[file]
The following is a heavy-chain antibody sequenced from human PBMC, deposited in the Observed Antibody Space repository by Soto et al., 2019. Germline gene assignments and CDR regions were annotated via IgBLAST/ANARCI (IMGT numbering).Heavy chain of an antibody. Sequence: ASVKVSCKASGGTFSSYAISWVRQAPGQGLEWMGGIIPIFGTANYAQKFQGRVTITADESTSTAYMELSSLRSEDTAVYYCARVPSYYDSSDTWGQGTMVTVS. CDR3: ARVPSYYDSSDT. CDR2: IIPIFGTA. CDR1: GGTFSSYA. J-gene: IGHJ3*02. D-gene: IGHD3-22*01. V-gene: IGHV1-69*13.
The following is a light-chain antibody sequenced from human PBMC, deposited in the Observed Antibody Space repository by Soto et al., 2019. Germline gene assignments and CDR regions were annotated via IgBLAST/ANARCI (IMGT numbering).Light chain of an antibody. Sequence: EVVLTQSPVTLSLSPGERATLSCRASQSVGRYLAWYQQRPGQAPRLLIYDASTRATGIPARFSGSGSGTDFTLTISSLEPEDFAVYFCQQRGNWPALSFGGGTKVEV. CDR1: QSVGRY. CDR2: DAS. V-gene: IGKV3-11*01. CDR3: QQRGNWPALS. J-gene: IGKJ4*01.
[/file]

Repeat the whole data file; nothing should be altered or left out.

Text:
The following is a heavy-chain antibody sequenced from human PBMC, deposited in the Observed Antibody Space repository by Soto et al., 2019. Germline gene assignments and CDR regions were annotated via IgBLAST/ANARCI (IMGT numbering).Heavy chain of an antibody. Sequence: ASVKVSCKASGGTFSSYAISWVRQAPGQGLEWMGGIIPIFGTANYAQKFQGRVTITADESTSTAYMELSSLRSEDTAVYYCARVPSYYDSSDTWGQGTMVTVS. CDR3: ARVPSYYDSSDT. CDR2: IIPIFGTA. CDR1: GGTFSSYA. J-gene: IGHJ3*02. D-gene: IGHD3-22*01. V-gene: IGHV1-69*13.
The following is a light-chain antibody sequenced from human PBMC, deposited in the Observed Antibody Space repository by Soto et al., 2019. Germline gene assignments and CDR regions were annotated via IgBLAST/ANARCI (IMGT numbering).Light chain of an antibody. Sequence: EVVLTQSPVTLSLSPGERATLSCRASQSVGRYLAWYQQRPGQAPRLLIYDASTRATGIPARFSGSGSGTDFTLTISSLEPEDFAVYFCQQRGNWPALSFGGGTKVEV. CDR1: QSVGRY. CDR2: DAS. V-gene: IGKV3-11*01. CDR3: QQRGNWPALS. J-gene: IGKJ4*01.